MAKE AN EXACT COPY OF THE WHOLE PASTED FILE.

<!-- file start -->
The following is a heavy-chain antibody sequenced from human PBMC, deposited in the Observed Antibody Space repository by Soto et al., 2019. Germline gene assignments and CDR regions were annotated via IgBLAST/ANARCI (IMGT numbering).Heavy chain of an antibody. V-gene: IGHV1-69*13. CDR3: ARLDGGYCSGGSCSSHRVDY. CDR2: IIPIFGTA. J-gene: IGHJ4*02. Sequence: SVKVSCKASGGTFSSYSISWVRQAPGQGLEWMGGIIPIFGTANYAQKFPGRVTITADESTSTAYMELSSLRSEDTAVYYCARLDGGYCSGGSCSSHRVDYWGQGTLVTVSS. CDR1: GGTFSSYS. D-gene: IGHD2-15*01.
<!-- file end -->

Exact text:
The following is a heavy-chain antibody sequenced from human PBMC, deposited in the Observed Antibody Space repository by Soto et al., 2019. Germline gene assignments and CDR regions were annotated via IgBLAST/ANARCI (IMGT numbering).Heavy chain of an antibody. V-gene: IGHV1-69*13. CDR3: ARLDGGYCSGGSCSSHRVDY. CDR2: IIPIFGTA. J-gene: IGHJ4*02. Sequence: SVKVSCKASGGTFSSYSISWVRQAPGQGLEWMGGIIPIFGTANYAQKFPGRVTITADESTSTAYMELSSLRSEDTAVYYCARLDGGYCSGGSCSSHRVDYWGQGTLVTVSS. CDR1: GGTFSSYS. D-gene: IGHD2-15*01.